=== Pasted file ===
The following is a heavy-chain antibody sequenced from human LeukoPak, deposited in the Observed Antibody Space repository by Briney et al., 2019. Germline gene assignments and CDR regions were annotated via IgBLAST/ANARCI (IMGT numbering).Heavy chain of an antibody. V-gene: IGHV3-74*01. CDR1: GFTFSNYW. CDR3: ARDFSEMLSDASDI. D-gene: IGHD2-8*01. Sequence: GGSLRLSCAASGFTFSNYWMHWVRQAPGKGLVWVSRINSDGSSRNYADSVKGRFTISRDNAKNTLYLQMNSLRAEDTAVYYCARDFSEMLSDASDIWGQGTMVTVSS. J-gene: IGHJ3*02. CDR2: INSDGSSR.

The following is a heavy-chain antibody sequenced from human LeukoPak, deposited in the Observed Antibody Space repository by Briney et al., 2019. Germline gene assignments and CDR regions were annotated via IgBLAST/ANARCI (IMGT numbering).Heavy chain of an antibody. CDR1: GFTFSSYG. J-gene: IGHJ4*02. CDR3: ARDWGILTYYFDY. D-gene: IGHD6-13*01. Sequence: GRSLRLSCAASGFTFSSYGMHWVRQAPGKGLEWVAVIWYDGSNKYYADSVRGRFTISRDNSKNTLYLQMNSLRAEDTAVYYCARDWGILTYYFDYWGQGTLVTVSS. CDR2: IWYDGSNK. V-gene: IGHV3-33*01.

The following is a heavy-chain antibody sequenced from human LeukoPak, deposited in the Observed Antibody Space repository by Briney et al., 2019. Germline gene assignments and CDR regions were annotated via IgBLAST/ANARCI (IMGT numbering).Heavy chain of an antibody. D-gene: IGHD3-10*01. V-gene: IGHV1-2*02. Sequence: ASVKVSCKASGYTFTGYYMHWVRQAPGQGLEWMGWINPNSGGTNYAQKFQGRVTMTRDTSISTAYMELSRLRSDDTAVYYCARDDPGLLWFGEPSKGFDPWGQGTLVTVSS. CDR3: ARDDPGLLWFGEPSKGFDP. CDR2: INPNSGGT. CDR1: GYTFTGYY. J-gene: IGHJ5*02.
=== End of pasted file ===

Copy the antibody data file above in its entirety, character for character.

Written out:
The following is a heavy-chain antibody sequenced from human LeukoPak, deposited in the Observed Antibody Space repository by Briney et al., 2019. Germline gene assignments and CDR regions were annotated via IgBLAST/ANARCI (IMGT numbering).Heavy chain of an antibody. V-gene: IGHV3-74*01. CDR1: GFTFSNYW. CDR3: ARDFSEMLSDASDI. D-gene: IGHD2-8*01. Sequence: GGSLRLSCAASGFTFSNYWMHWVRQAPGKGLVWVSRINSDGSSRNYADSVKGRFTISRDNAKNTLYLQMNSLRAEDTAVYYCARDFSEMLSDASDIWGQGTMVTVSS. J-gene: IGHJ3*02. CDR2: INSDGSSR.

The following is a heavy-chain antibody sequenced from human LeukoPak, deposited in the Observed Antibody Space repository by Briney et al., 2019. Germline gene assignments and CDR regions were annotated via IgBLAST/ANARCI (IMGT numbering).Heavy chain of an antibody. CDR1: GFTFSSYG. J-gene: IGHJ4*02. CDR3: ARDWGILTYYFDY. D-gene: IGHD6-13*01. Sequence: GRSLRLSCAASGFTFSSYGMHWVRQAPGKGLEWVAVIWYDGSNKYYADSVRGRFTISRDNSKNTLYLQMNSLRAEDTAVYYCARDWGILTYYFDYWGQGTLVTVSS. CDR2: IWYDGSNK. V-gene: IGHV3-33*01.

The following is a heavy-chain antibody sequenced from human LeukoPak, deposited in the Observed Antibody Space repository by Briney et al., 2019. Germline gene assignments and CDR regions were annotated via IgBLAST/ANARCI (IMGT numbering).Heavy chain of an antibody. D-gene: IGHD3-10*01. V-gene: IGHV1-2*02. Sequence: ASVKVSCKASGYTFTGYYMHWVRQAPGQGLEWMGWINPNSGGTNYAQKFQGRVTMTRDTSISTAYMELSRLRSDDTAVYYCARDDPGLLWFGEPSKGFDPWGQGTLVTVSS. CDR3: ARDDPGLLWFGEPSKGFDP. CDR2: INPNSGGT. CDR1: GYTFTGYY. J-gene: IGHJ5*02.